After the announcement of the ‘Burning Bug’ that has affected the Monero network, the protocol’s community has released a blog post explaining the bug, its implications and the protective measures it took to contain this bug.
Essentially, the bug works by disabling the user’s wallet alerting system when a burnt fund is received. A burnt fund is when a potential attacker sends multiple transactions to the same stealth address, causing the network to create multiple images of the transactions keys, eventually the attacker gets to keep all the transacted funds while losing only the network fees on these transactions.
According to the Monero community, this bug was discovered when a member of the community proposed a “hypothetical” scenario of the detailed steps that a possible attacker can follow to take advantage of this loophole in the protocol. Shortly after, the Monero community developers announced the release of a private patch that has integrated a solution and that needed to be implemented on the v0.12.3.0 release branch of the network. Such measures were not easy to communicate to the entire network though; according to the same blog release by one of Monero’s developers,
“I (and others) privately notified as many exchanges, services, and merchants as possible with the (private) patch.This is clearly not the preferred method, as it (i) invariably excludes organizations that I (and others) personally do not have contact with, but are an essential part of the Monero ecosystem and (ii) may invoke a view of preferential treatment.”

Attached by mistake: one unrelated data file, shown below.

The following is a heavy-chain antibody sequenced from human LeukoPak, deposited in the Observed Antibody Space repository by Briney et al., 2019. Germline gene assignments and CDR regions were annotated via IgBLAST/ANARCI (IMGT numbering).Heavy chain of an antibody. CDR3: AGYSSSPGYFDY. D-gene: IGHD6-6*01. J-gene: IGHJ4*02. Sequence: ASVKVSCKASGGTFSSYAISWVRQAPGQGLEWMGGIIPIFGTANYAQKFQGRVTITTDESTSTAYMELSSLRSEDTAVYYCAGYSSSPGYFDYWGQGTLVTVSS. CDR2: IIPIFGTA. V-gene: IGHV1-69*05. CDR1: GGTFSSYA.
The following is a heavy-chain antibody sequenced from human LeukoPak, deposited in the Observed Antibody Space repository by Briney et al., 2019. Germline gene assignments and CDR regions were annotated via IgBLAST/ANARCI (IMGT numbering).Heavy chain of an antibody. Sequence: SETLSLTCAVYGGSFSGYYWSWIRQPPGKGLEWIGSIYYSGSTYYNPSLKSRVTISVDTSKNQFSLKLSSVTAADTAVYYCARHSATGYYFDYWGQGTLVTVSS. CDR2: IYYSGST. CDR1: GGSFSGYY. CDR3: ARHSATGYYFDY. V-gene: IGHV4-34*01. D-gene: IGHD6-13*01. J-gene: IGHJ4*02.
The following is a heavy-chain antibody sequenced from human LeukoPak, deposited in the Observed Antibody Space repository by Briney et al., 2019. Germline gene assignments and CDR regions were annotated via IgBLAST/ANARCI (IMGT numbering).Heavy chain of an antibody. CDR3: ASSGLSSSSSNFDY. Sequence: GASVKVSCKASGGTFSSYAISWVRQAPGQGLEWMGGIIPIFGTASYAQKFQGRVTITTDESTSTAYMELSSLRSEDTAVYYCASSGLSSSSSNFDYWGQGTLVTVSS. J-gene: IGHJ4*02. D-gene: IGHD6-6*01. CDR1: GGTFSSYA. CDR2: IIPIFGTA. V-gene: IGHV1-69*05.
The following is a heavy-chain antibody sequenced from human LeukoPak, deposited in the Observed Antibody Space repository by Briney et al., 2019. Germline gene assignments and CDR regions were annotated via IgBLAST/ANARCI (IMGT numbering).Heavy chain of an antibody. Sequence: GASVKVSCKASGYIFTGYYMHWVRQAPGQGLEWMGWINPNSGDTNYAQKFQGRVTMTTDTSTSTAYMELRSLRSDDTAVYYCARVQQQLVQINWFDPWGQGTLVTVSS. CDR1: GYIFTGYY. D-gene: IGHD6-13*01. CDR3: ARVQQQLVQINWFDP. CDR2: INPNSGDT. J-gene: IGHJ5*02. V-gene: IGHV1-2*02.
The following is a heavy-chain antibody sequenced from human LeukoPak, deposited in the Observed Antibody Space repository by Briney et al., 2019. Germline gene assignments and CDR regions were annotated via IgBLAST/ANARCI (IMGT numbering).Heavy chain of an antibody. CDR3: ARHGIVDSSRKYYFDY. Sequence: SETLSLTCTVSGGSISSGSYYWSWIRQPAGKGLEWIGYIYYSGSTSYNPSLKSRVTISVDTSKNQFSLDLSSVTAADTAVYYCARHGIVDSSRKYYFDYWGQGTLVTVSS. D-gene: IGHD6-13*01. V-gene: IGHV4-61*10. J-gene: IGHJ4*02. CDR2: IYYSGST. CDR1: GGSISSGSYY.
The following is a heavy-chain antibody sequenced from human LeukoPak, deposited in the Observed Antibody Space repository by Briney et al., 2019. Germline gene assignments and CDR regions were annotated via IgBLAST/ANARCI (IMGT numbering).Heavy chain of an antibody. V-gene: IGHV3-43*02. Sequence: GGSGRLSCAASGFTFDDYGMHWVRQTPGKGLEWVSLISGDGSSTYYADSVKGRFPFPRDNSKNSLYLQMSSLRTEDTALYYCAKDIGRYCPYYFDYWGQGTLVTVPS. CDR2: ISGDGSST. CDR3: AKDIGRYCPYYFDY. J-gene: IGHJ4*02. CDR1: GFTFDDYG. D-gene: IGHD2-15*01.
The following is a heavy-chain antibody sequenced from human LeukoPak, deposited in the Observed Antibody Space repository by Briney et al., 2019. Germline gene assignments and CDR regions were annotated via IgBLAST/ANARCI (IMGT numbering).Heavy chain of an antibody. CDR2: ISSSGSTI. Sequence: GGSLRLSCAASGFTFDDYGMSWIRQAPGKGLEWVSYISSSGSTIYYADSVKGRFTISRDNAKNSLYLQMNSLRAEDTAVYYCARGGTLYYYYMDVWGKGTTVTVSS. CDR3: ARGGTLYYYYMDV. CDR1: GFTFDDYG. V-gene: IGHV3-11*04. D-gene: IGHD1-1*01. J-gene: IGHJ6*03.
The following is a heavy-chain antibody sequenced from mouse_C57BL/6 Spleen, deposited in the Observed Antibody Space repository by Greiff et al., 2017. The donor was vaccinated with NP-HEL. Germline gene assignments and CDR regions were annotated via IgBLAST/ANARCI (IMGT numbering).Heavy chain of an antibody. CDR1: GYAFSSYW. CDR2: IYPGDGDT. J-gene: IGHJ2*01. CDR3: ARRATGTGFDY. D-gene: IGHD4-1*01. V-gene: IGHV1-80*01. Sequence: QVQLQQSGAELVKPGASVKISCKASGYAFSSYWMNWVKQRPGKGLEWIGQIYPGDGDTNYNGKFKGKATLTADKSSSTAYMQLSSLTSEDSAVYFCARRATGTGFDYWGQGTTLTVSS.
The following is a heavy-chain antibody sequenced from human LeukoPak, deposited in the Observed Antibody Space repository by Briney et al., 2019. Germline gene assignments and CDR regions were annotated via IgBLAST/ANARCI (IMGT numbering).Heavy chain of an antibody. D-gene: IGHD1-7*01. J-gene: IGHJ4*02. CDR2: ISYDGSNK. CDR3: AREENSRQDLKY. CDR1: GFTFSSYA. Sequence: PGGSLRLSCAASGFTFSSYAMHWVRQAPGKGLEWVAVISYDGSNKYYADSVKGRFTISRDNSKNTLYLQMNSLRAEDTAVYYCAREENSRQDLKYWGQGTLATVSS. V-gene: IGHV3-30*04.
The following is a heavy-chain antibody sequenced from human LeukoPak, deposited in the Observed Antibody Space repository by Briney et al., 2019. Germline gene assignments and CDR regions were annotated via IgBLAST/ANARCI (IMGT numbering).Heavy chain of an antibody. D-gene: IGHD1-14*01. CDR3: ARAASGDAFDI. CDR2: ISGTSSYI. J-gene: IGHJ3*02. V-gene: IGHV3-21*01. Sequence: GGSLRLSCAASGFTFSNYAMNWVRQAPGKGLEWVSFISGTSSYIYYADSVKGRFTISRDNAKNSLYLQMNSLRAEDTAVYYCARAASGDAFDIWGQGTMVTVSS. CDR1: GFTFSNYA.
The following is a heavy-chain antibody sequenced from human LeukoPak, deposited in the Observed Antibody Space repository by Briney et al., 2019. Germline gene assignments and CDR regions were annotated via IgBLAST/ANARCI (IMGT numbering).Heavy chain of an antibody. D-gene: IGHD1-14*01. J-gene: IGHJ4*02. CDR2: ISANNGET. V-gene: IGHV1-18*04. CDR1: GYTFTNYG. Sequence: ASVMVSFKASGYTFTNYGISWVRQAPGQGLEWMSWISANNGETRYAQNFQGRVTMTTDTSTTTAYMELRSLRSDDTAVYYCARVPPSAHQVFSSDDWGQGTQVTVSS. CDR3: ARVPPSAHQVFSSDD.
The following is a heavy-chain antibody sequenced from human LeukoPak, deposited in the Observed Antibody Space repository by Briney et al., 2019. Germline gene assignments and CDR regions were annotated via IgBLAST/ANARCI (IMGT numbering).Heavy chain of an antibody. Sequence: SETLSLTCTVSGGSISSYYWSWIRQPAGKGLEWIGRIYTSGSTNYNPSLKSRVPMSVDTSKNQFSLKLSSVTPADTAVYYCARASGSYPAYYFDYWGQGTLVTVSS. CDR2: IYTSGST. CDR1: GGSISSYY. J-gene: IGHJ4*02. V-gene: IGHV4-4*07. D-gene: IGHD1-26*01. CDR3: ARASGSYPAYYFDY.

Although the bug was able to create a significant damage on the transactions of the organizations on the network -with minimum cost for the attacker- it didn’t affect the protocol which guarded the Monero coins supply leaving it untouched. As that may be, the butterfly effect was already in motion; given the popularity of the Monero project. This and coupled with the fact that it shares technology with other coins made this a remarkable bug issue.
One of the platforms using the Monero code is Electroneum (ETN). The community has immediately reacted to the burning bug news by suspending exchange deposits and withdrawals. The developers announced that they wanted to confirm that the bug hasn’t affected their network as well, given that it was recently forked from Monero.
Oddly enough, this is not the first time this bug has been noted on a platform. In the past, ByteCoin (BCN) and ZCash were reported to have faced the similar planned attacks but with more damaging results.
Also affected by this development is the Haven project (XHV), which announced yesterday on their form that a new update to their software (3.1.0) has been released addressing the burning bug.
On a brighter note, the XMR market has remained unchanged, in fact the coin was up about 1.2% within the last 48 hours, trading today at $113.40.
Lastly, it should be noted that such incidents are a reminder that the cryptosphere is still in relative infancy and hence susceptible to such bugs. This highlights that code scrutiny should always be priority.